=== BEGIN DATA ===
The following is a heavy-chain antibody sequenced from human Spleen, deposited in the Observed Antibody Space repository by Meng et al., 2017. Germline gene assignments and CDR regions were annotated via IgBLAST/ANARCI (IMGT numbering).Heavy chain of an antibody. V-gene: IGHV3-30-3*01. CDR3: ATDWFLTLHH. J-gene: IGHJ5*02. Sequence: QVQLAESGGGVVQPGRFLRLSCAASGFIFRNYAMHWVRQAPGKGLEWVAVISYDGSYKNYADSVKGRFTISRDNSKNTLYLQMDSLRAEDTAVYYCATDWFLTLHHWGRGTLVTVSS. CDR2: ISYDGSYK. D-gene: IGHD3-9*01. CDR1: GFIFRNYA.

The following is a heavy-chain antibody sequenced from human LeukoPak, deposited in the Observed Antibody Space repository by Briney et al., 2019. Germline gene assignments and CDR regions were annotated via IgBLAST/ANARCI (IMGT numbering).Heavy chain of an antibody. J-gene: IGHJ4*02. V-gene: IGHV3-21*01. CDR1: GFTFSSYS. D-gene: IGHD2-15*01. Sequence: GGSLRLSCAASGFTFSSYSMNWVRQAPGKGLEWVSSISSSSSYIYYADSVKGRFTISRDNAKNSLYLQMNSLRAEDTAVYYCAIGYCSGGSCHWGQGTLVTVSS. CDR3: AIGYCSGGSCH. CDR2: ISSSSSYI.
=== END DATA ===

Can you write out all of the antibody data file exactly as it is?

The following is a heavy-chain antibody sequenced from human Spleen, deposited in the Observed Antibody Space repository by Meng et al., 2017. Germline gene assignments and CDR regions were annotated via IgBLAST/ANARCI (IMGT numbering).Heavy chain of an antibody. V-gene: IGHV3-30-3*01. CDR3: ATDWFLTLHH. J-gene: IGHJ5*02. Sequence: QVQLAESGGGVVQPGRFLRLSCAASGFIFRNYAMHWVRQAPGKGLEWVAVISYDGSYKNYADSVKGRFTISRDNSKNTLYLQMDSLRAEDTAVYYCATDWFLTLHHWGRGTLVTVSS. CDR2: ISYDGSYK. D-gene: IGHD3-9*01. CDR1: GFIFRNYA.

The following is a heavy-chain antibody sequenced from human LeukoPak, deposited in the Observed Antibody Space repository by Briney et al., 2019. Germline gene assignments and CDR regions were annotated via IgBLAST/ANARCI (IMGT numbering).Heavy chain of an antibody. J-gene: IGHJ4*02. V-gene: IGHV3-21*01. CDR1: GFTFSSYS. D-gene: IGHD2-15*01. Sequence: GGSLRLSCAASGFTFSSYSMNWVRQAPGKGLEWVSSISSSSSYIYYADSVKGRFTISRDNAKNSLYLQMNSLRAEDTAVYYCAIGYCSGGSCHWGQGTLVTVSS. CDR3: AIGYCSGGSCH. CDR2: ISSSSSYI.